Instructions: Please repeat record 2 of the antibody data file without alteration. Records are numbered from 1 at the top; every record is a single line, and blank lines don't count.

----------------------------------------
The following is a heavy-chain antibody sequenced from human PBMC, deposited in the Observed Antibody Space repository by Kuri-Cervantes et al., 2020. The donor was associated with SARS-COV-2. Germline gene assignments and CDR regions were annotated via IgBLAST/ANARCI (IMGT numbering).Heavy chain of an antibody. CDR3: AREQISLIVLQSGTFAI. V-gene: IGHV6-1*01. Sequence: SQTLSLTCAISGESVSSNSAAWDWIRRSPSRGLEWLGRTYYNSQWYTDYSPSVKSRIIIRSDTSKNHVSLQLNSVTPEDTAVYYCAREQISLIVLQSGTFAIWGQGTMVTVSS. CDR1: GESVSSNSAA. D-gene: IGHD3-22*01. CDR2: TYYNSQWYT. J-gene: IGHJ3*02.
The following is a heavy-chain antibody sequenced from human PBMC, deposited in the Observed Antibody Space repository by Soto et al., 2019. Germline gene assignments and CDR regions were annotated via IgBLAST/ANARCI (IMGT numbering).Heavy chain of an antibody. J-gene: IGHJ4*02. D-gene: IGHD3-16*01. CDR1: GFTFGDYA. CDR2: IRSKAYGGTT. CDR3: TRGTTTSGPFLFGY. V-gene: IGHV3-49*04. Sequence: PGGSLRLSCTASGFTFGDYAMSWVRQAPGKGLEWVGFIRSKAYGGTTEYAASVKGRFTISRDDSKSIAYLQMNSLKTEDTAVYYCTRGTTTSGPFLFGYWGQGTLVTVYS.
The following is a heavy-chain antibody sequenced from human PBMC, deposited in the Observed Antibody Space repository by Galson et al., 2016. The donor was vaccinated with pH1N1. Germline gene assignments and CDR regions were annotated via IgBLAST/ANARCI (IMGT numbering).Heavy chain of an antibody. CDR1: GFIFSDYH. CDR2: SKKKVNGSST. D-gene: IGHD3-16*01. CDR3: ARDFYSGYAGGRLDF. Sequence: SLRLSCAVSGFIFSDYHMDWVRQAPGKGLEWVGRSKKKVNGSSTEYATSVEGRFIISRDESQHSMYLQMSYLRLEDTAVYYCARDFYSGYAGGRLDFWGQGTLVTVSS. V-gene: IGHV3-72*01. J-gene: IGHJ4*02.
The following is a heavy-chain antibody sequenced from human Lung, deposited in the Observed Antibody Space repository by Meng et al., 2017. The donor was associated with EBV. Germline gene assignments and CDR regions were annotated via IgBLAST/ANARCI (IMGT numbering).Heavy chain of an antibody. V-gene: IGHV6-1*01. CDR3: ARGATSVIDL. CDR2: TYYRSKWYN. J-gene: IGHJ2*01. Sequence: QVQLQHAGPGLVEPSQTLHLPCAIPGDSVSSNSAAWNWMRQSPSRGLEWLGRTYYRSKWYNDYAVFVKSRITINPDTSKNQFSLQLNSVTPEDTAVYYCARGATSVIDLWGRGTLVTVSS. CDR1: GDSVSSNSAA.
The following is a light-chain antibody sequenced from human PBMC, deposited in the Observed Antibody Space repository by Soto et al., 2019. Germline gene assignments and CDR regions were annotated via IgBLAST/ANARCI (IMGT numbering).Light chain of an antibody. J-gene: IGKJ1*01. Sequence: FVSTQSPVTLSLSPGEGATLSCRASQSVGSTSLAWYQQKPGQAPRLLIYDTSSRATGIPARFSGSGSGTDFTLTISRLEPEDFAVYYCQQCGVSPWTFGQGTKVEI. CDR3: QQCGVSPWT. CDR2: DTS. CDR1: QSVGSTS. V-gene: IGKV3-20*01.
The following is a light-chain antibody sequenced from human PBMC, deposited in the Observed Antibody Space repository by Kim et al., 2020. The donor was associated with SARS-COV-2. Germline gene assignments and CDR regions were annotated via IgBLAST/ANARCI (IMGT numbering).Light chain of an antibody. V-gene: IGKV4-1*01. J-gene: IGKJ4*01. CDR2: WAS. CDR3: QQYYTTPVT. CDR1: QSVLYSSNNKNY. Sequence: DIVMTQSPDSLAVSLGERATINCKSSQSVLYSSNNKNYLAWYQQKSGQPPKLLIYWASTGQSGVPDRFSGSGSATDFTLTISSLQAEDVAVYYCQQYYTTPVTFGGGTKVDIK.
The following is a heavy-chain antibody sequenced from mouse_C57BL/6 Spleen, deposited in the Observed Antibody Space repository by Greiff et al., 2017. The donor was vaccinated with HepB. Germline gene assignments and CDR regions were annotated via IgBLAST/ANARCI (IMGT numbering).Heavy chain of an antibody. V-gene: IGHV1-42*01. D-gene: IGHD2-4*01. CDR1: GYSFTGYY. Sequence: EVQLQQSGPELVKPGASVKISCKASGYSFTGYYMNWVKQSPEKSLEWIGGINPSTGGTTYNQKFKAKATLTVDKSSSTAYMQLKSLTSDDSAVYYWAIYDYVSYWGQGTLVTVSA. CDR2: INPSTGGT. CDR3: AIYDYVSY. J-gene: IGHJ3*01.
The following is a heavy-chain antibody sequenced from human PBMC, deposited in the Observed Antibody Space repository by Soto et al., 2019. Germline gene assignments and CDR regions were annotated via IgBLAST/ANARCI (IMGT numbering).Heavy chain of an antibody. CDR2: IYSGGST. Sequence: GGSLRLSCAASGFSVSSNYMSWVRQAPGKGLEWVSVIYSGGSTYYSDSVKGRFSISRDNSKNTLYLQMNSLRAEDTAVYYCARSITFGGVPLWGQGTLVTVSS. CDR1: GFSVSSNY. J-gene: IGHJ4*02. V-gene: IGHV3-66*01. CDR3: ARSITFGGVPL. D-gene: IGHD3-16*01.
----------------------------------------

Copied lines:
The following is a heavy-chain antibody sequenced from human PBMC, deposited in the Observed Antibody Space repository by Soto et al., 2019. Germline gene assignments and CDR regions were annotated via IgBLAST/ANARCI (IMGT numbering).Heavy chain of an antibody. J-gene: IGHJ4*02. D-gene: IGHD3-16*01. CDR1: GFTFGDYA. CDR2: IRSKAYGGTT. CDR3: TRGTTTSGPFLFGY. V-gene: IGHV3-49*04. Sequence: PGGSLRLSCTASGFTFGDYAMSWVRQAPGKGLEWVGFIRSKAYGGTTEYAASVKGRFTISRDDSKSIAYLQMNSLKTEDTAVYYCTRGTTTSGPFLFGYWGQGTLVTVYS.